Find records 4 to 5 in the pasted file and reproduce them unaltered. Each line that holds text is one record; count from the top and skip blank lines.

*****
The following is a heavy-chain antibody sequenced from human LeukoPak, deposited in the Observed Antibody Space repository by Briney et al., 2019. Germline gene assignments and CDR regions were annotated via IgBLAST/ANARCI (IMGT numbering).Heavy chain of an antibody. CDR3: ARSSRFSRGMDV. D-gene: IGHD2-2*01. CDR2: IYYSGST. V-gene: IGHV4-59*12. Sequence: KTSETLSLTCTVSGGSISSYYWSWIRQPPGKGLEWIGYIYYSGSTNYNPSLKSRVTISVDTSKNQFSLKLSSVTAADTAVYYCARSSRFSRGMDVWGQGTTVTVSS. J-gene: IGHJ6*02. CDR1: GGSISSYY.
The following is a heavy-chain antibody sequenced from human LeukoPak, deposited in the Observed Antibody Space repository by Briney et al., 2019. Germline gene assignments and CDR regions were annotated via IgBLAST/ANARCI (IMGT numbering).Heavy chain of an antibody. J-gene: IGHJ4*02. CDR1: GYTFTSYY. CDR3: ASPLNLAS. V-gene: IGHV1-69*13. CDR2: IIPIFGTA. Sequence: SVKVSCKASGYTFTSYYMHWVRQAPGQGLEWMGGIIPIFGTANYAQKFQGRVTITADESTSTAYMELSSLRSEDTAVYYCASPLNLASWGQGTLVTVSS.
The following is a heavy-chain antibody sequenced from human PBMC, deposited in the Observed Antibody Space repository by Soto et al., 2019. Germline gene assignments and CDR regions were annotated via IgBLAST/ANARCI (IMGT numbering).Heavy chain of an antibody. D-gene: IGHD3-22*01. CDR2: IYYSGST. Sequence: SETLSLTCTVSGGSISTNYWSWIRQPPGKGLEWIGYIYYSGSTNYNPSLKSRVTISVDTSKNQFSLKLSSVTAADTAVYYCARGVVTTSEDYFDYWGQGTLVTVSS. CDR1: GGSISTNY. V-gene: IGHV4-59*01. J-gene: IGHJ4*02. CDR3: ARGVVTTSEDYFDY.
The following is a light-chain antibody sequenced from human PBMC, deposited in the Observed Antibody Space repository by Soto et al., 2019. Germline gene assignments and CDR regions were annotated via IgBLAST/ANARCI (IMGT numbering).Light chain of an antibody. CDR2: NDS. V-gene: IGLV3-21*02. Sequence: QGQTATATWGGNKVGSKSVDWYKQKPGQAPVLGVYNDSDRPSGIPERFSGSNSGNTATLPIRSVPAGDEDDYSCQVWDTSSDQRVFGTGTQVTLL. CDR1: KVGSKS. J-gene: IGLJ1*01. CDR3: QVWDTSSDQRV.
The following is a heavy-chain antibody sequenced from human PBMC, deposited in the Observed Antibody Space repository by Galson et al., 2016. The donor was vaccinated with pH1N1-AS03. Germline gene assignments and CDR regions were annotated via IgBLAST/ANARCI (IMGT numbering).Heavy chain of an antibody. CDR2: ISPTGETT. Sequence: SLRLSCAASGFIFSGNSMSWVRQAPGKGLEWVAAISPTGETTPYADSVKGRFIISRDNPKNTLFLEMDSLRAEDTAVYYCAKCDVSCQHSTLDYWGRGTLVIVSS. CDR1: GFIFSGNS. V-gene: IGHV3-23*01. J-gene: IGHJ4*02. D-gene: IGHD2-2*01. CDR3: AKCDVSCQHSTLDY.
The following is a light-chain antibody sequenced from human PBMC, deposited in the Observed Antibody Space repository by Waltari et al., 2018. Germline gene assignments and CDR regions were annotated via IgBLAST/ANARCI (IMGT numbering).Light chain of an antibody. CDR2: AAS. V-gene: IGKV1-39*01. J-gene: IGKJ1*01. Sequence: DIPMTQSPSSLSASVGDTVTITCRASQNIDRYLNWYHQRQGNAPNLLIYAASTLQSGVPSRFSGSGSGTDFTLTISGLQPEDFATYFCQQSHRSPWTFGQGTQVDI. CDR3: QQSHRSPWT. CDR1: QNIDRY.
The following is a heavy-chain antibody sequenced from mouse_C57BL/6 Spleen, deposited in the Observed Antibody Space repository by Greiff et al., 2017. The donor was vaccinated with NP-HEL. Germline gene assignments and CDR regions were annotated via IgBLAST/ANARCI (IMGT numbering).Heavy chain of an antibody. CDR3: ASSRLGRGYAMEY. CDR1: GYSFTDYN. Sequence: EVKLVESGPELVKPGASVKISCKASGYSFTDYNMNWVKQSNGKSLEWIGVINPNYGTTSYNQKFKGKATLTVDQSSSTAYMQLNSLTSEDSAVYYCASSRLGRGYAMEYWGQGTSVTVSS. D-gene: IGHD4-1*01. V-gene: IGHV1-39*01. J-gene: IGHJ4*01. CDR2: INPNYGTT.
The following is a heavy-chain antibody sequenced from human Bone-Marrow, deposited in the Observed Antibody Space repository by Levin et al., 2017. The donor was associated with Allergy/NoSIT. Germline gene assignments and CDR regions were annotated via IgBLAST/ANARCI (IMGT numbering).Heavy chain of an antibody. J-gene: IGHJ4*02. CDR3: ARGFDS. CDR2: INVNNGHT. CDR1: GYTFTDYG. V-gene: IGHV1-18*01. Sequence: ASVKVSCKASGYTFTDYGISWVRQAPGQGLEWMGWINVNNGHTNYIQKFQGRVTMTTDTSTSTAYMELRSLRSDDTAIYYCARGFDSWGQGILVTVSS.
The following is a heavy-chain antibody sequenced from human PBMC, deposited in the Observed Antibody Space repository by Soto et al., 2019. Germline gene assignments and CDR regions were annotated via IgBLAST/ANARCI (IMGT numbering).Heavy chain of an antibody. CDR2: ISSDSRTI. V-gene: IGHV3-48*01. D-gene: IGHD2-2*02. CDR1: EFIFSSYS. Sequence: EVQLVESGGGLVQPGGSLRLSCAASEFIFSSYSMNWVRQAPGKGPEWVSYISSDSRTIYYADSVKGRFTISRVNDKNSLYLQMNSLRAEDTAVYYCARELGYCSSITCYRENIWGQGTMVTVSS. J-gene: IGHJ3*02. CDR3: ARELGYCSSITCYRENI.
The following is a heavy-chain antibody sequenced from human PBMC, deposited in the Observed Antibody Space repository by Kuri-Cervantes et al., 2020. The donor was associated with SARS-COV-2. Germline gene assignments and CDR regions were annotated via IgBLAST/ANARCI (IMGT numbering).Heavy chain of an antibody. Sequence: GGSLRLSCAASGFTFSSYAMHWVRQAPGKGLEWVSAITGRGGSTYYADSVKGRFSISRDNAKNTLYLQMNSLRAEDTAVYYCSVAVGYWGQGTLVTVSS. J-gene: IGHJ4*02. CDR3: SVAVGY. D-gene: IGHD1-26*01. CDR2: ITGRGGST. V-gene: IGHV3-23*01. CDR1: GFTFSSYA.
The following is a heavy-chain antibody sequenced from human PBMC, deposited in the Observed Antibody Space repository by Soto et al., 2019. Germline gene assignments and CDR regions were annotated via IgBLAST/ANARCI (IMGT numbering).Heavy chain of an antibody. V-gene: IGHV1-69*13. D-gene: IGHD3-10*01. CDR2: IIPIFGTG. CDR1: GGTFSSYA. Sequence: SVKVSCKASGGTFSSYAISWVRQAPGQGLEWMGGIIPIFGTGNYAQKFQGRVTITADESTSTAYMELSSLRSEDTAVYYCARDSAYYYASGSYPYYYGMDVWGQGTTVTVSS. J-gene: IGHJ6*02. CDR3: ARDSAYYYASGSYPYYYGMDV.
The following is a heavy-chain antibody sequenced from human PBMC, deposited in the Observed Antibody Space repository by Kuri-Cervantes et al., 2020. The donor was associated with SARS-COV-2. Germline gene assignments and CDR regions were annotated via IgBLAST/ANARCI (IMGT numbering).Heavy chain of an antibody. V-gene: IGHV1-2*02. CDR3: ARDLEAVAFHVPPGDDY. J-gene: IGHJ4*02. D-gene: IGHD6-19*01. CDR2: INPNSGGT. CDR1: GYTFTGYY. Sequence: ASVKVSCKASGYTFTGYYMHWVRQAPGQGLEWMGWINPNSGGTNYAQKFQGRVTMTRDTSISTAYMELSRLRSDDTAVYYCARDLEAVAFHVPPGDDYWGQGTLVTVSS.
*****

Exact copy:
The following is a light-chain antibody sequenced from human PBMC, deposited in the Observed Antibody Space repository by Soto et al., 2019. Germline gene assignments and CDR regions were annotated via IgBLAST/ANARCI (IMGT numbering).Light chain of an antibody. CDR2: NDS. V-gene: IGLV3-21*02. Sequence: QGQTATATWGGNKVGSKSVDWYKQKPGQAPVLGVYNDSDRPSGIPERFSGSNSGNTATLPIRSVPAGDEDDYSCQVWDTSSDQRVFGTGTQVTLL. CDR1: KVGSKS. J-gene: IGLJ1*01. CDR3: QVWDTSSDQRV.
The following is a heavy-chain antibody sequenced from human PBMC, deposited in the Observed Antibody Space repository by Galson et al., 2016. The donor was vaccinated with pH1N1-AS03. Germline gene assignments and CDR regions were annotated via IgBLAST/ANARCI (IMGT numbering).Heavy chain of an antibody. CDR2: ISPTGETT. Sequence: SLRLSCAASGFIFSGNSMSWVRQAPGKGLEWVAAISPTGETTPYADSVKGRFIISRDNPKNTLFLEMDSLRAEDTAVYYCAKCDVSCQHSTLDYWGRGTLVIVSS. CDR1: GFIFSGNS. V-gene: IGHV3-23*01. J-gene: IGHJ4*02. D-gene: IGHD2-2*01. CDR3: AKCDVSCQHSTLDY.